Safeguards and exit points for the World Bank as host of the Loss and Damage Fund
An agreement was reached to establish the World Bank as the interim host of the Loss and Damage Fund. Developing countries signed up to this on certain conditions. We unpack the safeguards put in place and look at the three points at which the Fund could exit the World Bank.
A last-minute deal on the Loss and Damage Fund was finally struck at the fifth and final meeting of the Transitional Committee this month. The draft agreement – adopted at COP28 – establishes the World Bank as interim host. While a controversial choice, developing countries agreed to this on certain conditions.
We unpack the safeguards put in place and look at the three points at which the Fund could exit the World Bank.
Compromise: interim role for World Bank
There was a sigh of relief when the Transitional Committee finally reached an agreement after hurriedly scheduling an extra final meeting, yet the number of concessions settled on in the final moments to push through the ‘take it or leave it’ text curbed the enthusiasm in the room. The ‘agreed recommendations’ were also met with considerable push back from civil society observers.
Following the COP27 decision, developing country Committee members and the wider G77 have been united on the need to design a new, fit-for-purpose, standalone fund operated under the UNFCCC. Developing countries shared concerns around the working culture of the World Bank, its primary role as a lending institution, its donor driven and shareholder-based interests, and its rigid, inflexible policies.
To many developing countries, the World Bank’s profile flew in the face of key concepts and requirements for the Fund. For example, ensuring the fund can provide direct access to finance for vulnerable countries; the need for flexibility and responsiveness to different national circumstances; and the need for the Fund to receive financing from a wide range of traditional and non-traditional sources.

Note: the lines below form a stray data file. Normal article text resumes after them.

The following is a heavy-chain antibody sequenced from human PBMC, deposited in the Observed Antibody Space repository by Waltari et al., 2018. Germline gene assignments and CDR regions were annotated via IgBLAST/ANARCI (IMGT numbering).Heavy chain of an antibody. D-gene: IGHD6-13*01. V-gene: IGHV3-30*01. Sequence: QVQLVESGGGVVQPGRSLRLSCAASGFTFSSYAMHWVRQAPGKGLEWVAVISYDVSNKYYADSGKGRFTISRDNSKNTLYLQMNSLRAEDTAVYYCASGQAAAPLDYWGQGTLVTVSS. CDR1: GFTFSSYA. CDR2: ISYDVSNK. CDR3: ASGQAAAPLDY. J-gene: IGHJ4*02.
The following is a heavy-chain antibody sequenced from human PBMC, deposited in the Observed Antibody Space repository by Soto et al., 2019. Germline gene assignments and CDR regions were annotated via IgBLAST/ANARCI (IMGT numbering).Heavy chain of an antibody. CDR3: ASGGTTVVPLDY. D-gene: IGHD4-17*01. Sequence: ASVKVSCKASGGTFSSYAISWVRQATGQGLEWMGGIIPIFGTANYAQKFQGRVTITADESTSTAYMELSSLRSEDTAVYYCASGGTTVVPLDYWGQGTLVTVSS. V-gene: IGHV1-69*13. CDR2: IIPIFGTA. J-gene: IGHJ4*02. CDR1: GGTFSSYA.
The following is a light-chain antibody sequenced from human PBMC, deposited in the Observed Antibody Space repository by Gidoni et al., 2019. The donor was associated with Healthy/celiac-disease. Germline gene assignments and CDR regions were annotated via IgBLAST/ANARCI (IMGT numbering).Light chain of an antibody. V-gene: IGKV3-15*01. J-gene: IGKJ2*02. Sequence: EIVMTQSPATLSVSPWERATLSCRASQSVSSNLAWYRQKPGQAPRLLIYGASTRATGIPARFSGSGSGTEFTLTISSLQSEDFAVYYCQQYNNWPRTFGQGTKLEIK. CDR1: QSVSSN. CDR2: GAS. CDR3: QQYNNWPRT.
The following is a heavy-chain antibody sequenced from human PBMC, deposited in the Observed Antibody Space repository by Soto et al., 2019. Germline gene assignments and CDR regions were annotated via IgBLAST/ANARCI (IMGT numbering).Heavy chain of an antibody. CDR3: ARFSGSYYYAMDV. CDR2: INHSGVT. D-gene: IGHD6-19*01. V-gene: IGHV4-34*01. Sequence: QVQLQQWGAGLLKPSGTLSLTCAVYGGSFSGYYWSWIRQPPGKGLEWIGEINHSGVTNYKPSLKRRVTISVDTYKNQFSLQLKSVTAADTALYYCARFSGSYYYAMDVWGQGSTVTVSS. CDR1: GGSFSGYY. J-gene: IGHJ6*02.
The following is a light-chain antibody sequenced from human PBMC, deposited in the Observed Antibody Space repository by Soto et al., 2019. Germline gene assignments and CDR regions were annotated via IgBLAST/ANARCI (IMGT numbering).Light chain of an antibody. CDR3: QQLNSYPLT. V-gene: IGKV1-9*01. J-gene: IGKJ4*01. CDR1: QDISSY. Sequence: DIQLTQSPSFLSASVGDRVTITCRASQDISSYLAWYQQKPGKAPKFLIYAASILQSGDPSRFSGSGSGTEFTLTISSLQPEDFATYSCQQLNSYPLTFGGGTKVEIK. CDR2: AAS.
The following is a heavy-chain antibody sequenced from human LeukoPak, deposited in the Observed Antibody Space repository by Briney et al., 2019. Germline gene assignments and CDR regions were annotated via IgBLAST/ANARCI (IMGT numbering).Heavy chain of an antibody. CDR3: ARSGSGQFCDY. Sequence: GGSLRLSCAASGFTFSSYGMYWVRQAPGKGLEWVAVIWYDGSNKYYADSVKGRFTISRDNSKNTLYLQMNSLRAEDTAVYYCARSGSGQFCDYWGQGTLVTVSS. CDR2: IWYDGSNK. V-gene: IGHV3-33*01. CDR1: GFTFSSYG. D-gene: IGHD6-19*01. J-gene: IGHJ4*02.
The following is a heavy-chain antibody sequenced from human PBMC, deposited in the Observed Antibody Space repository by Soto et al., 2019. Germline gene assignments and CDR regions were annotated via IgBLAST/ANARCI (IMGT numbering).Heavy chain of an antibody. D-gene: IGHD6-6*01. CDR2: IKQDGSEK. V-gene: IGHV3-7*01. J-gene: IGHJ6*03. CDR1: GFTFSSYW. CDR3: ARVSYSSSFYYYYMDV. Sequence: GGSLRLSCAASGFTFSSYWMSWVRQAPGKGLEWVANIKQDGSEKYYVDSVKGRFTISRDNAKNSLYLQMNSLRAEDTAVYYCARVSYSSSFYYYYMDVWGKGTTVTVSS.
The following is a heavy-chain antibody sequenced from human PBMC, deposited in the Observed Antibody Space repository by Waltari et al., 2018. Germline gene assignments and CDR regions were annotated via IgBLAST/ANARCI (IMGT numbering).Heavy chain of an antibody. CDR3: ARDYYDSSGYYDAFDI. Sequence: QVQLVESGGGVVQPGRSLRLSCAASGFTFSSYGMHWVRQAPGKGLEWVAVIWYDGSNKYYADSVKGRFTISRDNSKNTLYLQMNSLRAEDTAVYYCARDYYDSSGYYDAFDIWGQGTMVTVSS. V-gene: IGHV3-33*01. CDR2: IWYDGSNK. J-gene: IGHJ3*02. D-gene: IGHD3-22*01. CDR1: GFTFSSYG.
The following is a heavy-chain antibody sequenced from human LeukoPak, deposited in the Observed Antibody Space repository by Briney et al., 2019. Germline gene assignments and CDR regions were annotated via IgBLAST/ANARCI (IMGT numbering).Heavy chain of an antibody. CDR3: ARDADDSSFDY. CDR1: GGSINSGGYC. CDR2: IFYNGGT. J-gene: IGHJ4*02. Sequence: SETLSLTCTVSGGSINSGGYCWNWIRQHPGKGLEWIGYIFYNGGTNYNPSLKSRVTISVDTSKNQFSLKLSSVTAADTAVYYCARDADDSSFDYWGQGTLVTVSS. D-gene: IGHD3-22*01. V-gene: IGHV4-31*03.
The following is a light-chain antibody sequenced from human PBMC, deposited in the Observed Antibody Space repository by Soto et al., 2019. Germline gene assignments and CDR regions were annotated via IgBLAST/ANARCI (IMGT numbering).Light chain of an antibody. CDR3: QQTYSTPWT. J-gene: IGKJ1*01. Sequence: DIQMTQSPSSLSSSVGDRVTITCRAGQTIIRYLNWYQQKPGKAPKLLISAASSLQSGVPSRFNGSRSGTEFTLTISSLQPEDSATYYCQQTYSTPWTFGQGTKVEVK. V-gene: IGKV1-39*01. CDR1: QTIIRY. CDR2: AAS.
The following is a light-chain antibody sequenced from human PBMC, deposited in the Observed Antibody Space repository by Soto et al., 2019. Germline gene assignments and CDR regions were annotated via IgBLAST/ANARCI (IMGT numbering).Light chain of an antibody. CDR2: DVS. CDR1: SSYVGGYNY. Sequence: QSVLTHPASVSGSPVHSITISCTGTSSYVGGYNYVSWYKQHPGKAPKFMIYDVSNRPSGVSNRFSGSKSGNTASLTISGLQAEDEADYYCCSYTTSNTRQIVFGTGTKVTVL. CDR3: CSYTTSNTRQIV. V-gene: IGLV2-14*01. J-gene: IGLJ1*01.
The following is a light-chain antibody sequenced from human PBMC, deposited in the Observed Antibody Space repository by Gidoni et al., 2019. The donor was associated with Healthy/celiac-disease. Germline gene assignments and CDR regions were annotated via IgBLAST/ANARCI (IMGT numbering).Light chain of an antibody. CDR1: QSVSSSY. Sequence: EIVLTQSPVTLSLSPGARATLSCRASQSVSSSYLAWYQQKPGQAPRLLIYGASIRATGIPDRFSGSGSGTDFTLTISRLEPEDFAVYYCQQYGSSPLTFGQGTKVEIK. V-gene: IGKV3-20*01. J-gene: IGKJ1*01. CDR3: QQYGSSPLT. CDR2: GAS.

The World Bank’s ongoing struggles with reform and its perception as a soft power tool controlled by the interests of particular large donors exacerbated the narrative surrounding the Fund’s negotiations.
After facing an impasse at the fourth Committee meeting, developing countries demonstrated flexibility early on in the fifth meeting, coming forward with a compromise and willingness to entertain a potential interim hosting arrangement with the World Bank.
These concessions weren’t made lightly; developing countries worked to introduce a set of conditions and review periods to safeguard their concerns. If the recommendations and draft decision text are agreed at COP28, these safeguards will fundamentally define the final form of the Loss and Damage Fund.
Safeguards put forward by developing countries
Developing countries agreed a set of central conditions that the World Bank needs to adhere to over the initial interim period. Current World Bank policies would restrict the operations of the Fund and potentially override some of the key objectives of the COP27 decision that established the Fund. The conditions therefore seek to safeguard developing country interests and protect their role in the governance of the Fund.
The conditions imply that the rules and basic parameters outlined in the text would remain the basis on which the Fund operates. Otherwise, the World Bank might have designed the Fund according to its own approach. The conditions also state that the Fund’s Board, not the World Bank, selects the Executive Director. The Board can also set policies in relation to eligibility and access to the Fund, rather than relying on existing World Bank policies.